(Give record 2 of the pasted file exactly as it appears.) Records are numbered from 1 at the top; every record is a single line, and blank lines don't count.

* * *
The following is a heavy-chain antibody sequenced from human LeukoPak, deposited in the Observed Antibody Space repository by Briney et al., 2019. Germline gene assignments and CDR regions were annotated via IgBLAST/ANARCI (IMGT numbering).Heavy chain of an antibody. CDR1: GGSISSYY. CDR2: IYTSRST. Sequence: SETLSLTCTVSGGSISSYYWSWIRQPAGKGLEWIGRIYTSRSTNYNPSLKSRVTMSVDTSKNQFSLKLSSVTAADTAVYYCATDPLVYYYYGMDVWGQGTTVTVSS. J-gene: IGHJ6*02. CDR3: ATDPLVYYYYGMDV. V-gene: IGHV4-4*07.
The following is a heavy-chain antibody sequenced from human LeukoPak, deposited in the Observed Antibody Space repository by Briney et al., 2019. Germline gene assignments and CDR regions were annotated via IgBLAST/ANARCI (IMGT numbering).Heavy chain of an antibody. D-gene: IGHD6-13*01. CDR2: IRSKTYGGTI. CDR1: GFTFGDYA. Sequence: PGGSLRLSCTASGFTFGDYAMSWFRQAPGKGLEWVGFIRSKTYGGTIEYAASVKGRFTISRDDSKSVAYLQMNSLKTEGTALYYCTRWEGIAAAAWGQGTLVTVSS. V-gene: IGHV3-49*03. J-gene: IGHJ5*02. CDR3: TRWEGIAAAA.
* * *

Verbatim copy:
The following is a heavy-chain antibody sequenced from human LeukoPak, deposited in the Observed Antibody Space repository by Briney et al., 2019. Germline gene assignments and CDR regions were annotated via IgBLAST/ANARCI (IMGT numbering).Heavy chain of an antibody. D-gene: IGHD6-13*01. CDR2: IRSKTYGGTI. CDR1: GFTFGDYA. Sequence: PGGSLRLSCTASGFTFGDYAMSWFRQAPGKGLEWVGFIRSKTYGGTIEYAASVKGRFTISRDDSKSVAYLQMNSLKTEGTALYYCTRWEGIAAAAWGQGTLVTVSS. V-gene: IGHV3-49*03. J-gene: IGHJ5*02. CDR3: TRWEGIAAAA.